L Devine Digital HEartifacts

Digital Heartifacts review | L Devine reintroduces herself to us

After a transformative return to her native Whitley Bay, L Devine marks a daring departure from pop conventions on 'Digital Heartifacts'.

When L Devine moved home to Whitley Bay in 2020, she couldn’t have anticipated the impact it’d have. Having relocated to London when she was 19 – seeing it as the inevitable next step to progress her budding music career – while there, she signed with a major label and released 2017’s stellar debut EP Growing Pains, a collection of buoyant pop tracks. Yet, while further projects followed, like 2018’s Peer Pressure, life in the capital could be overwhelming.

Moving home in 2020, initially planned as a short visit before her tour, ended up becoming permanent due to the global pandemic changed things. “I just became a person again,” Devine explained of the move in a press statement, adding: “It sounds cliché, but I was finding out who I was”.

In 2021, Devine dropped further projects in the form of Near Life Experience: Part 1 and Part 2, but shortly after, she mutually split from her label. During this time, Devine settled back into writing music purely for the love of creating with no initial end goal. Teaming up with new collaborator producer Julien Flew, it was out of these sessions that Devine’s debut album, Digital Heartifacts, was born.

This freedom that was there while writing is evident, with Digital Heartifacts incorporating intriguing genre-spanning instrumentals and electronic glitches throughout. It’s a shift towards a more left-field sonic palette, albeit one where Devine doesn’t expunge her pop sensibilities entirely. ‘Push It Down’ is coated in a layer of grunge, all crashing guitars and a hulking rhythm section, while ‘Laundry Day’ boasts thrilling lo-fi electronics and ‘Hater’ explodes into moments of skittering hyperpop euphoria.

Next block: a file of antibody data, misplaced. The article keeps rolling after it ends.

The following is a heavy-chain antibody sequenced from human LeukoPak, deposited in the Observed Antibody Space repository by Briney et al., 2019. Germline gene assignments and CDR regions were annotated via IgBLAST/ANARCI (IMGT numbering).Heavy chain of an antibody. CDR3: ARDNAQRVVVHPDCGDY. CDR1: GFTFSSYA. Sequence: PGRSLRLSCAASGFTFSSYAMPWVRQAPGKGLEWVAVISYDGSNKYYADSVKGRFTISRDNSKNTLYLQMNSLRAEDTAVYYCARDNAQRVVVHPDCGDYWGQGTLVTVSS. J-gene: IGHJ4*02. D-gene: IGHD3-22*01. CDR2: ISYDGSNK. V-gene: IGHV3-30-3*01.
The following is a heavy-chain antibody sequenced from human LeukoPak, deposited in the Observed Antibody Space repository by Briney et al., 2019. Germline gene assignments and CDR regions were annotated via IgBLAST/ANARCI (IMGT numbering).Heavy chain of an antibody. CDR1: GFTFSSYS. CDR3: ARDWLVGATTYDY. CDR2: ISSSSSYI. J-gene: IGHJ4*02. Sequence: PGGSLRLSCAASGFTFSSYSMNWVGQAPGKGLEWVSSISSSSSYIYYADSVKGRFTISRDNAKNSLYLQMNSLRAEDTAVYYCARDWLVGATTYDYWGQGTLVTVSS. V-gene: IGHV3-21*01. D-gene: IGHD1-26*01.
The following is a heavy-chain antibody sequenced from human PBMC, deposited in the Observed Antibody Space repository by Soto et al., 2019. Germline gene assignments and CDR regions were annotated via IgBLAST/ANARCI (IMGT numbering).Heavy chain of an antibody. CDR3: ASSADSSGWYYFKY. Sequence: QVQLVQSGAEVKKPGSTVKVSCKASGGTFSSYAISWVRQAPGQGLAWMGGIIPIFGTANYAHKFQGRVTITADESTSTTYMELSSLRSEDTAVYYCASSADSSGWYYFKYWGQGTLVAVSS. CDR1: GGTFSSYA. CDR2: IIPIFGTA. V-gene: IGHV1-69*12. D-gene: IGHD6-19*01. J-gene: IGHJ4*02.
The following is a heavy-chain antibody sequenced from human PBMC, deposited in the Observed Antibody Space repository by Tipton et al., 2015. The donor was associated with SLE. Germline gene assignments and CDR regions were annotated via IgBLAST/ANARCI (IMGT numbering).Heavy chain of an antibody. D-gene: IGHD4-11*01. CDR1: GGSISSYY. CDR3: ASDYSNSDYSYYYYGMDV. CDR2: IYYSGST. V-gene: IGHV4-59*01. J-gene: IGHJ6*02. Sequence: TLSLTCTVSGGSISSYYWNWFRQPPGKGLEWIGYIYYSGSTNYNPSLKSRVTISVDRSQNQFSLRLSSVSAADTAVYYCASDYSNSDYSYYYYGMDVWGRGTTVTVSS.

L Devine Digital Heartifacts album cover
Digital Heartifacts album artwork

These sonics are coupled with Devine’s distinct lyricism, something that’s always been evident in her music. From sex-positive bangers (2021’s ‘Girls Like Sex’) to poignant ballads (2018’s ‘Daughter’), her frank storytelling — often delivered with tongue firmly in cheek — has always shone.

It’s no different on Digital Heartifacts: in fact, it’s dialled up a notch, as this is an album that acts as a musical self-portrait. “My insecurity’s no longer endearing/she liked me better back when I used to feel things”, Devine confesses on ‘Laundry Day’, an honest and quietly devastating look at the impact your mental health can have on your relationships. ‘PMO’, meanwhile, sees Devine reflect on the misogyny she’s experienced in reaction to her sexuality, revealing: “and I’ve been here before, trying to reason with men/who think my being is porn, for the attention of them”.

If Devine’s move home in 2020 saw her “finding out who [she] was”, Digital Heartifacts would act as something of a musical reintroduction, these discoveries being shared.  On her debut album, Devine opens herself up, her powerful songwriting front and centre. And while it may be a shift away from the glossy, radio-ready pop tunes of her early career, this reintroduction is well worth tuning into.

Photo credit: Press

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